Art is timeless. It is one of the most basic ways by which humans can express themselves. Our fears, our dreams, our visions of a better world or of the afterlife or of worlds across the stars; all these have been represented through the limitless media of art since prehistoric times. The course of history, a tale rich in the rises and falls of empires and religions and political agenda, runs parallel to the evolution of new ways of expressing ourselves through art.
Art’s Not Going Anywhere
Art has been around forever, so there’s no reason to think that it will be going away any time soon. There is room to question, however, the future of art. What new artistic styles will the future’s political, social, and environmental struggles give birth to? Will we see a return to basic, classical techniques? Will the ever-developing technological marvels being produced throughout the world give rise to new techniques that aren’t yet feasible?
One theory is that of Canadian artist and cultural theorist Douglas Coupland , who states in an blog article that conflict art will be a big part of the future. He writes that ‘the battle of what it means to be an individual human being has never been so heightened: the ever-escalating clash between modernity and eternity…heaven versus nothingness; science versus religion…”
This is a similar idea to that of journalist Margaret Carrigan, who discusses the recent phenomenon of social practice art in another article. In these times of social, political, and religious upheaval art is one of the most powerful ways that people can express their reactions to the world and even make a significant difference by altering the world-views of those who are exposed to this art.
Cutting-edge Artistic Tech
This theme of socially relevant art that interacts directly with the viewer is perpetuated in an article by Richard Koshalek in the Smithsonian Magazine. He predicts that artists will move “behind the four walls of established institutions (such as museums)” and will engage more directly with their audiences through the use of cutting-edge artistic technologies.
Technological devices such as cell phones, tablets, virtual reality, and more are practically necessities for today’s world and thus it makes sense that there is an ever-growing market for artists to utilize this techno-space instead of the more traditional space of a museum or gallery.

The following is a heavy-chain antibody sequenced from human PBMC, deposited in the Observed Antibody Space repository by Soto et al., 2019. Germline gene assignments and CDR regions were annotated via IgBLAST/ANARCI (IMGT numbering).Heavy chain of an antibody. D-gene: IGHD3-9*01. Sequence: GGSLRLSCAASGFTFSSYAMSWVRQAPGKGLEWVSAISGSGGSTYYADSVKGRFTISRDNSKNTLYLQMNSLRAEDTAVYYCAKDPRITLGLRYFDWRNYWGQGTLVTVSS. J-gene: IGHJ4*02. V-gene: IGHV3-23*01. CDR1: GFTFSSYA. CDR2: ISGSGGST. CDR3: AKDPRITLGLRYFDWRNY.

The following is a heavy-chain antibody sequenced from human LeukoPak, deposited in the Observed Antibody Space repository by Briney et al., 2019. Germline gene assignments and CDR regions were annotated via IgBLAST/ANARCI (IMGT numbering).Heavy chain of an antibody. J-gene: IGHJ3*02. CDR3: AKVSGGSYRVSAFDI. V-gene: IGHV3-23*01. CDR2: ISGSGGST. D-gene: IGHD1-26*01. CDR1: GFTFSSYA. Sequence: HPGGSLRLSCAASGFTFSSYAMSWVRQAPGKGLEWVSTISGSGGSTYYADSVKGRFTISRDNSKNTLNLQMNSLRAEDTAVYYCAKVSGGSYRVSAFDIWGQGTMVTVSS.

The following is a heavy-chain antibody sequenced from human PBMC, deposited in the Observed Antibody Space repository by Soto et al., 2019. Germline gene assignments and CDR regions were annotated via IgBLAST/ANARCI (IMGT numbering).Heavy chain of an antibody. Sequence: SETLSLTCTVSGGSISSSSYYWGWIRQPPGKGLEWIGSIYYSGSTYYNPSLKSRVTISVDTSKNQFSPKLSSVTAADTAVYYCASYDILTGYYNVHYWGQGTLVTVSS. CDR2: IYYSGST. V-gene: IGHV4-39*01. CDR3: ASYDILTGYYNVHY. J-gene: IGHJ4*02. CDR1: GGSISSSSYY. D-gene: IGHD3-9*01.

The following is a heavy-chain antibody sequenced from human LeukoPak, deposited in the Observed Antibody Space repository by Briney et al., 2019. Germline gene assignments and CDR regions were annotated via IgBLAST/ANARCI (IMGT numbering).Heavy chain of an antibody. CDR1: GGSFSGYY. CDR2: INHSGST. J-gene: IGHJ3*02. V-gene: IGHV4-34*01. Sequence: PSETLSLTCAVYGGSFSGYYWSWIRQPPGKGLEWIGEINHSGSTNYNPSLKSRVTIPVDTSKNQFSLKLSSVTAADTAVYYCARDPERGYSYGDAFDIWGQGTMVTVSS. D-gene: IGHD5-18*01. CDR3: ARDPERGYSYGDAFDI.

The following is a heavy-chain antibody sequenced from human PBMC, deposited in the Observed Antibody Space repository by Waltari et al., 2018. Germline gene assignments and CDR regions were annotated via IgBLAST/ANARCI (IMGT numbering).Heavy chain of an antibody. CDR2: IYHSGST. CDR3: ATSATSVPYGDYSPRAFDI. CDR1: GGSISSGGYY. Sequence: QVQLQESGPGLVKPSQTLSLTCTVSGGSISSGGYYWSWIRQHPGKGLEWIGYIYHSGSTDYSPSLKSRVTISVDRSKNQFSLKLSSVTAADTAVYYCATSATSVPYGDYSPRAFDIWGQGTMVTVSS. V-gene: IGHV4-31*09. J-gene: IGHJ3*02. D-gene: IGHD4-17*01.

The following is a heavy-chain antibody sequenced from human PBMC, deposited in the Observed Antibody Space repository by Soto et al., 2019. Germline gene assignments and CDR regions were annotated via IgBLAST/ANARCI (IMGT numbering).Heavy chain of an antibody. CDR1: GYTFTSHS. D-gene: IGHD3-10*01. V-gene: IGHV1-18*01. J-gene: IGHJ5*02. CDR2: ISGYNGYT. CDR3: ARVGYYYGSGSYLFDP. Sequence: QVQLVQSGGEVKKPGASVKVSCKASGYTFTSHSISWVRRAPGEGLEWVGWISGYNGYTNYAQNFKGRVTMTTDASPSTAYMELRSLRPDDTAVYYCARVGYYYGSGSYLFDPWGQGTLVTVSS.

Artists Have a Bigger Say
Koshalek writes that one outcome of this trend could be a shift from having artistic decisions made by political or corporate leaders with money and influence to having the decisions be made more personally by creative artists themselves. In the world of the internet, anyone can upload their artistic content and be practically guaranteed an audience for their message.
Another direction that some people take when thinking about the future impact of technology in art is a return to symbolism via the medium of the emoji. While some might mock the emoji as a silly tool for the teenage texter, throughout history art and messages have been depicted using symbols and pictographic tools. Why should the era of the future be any different? After years of art becoming more and more complex and realistic, maybe is time for a return to a more simplistic, intuitive style of communication.
Another article discusses some of the possible artistic trends for the twenty-first century. While much of this is just speculation, the ideas are worth looking into. The author notes that the rise of the middle class worldwide will most likely result in an increase in the availability of affordable, high-quality cameras and thus a heightened popularity of photographers with new and individualized styles.
The article also predicts a rise in the Asian art markets caused by the worldwide economic domination of countries like China, Japan, and India. Currently there is a shortage of formal art museums and galleries in these countries, but in the years to come emerging artists from the region may rise up as Asian artistic styles become more globalized and popularized in Europe and the Americas. Similarly, the article states African art, an underdog in the contemporary art market for so long, will finally come to the forefront as economic development grows in the region.
Who Can Predict the Future?
Nobody can predict the future of art for certain, just like we cannot predict for certain which new technologies will come to the forefront and which will fall to the wayside. It can be said fairly confidently, however, that growing globalization and economic development in formerly third-world countries will hopefully lead to an increase an exposure to the art from these regions.
Additionally, conflict art related to today’s social and political upheaval is most likely here to stay for the foreseeable future. As long as there are conflicting viewpoints on issues like religion, nuclear power, preservation of the environment, and human rights, there will always be art in reaction.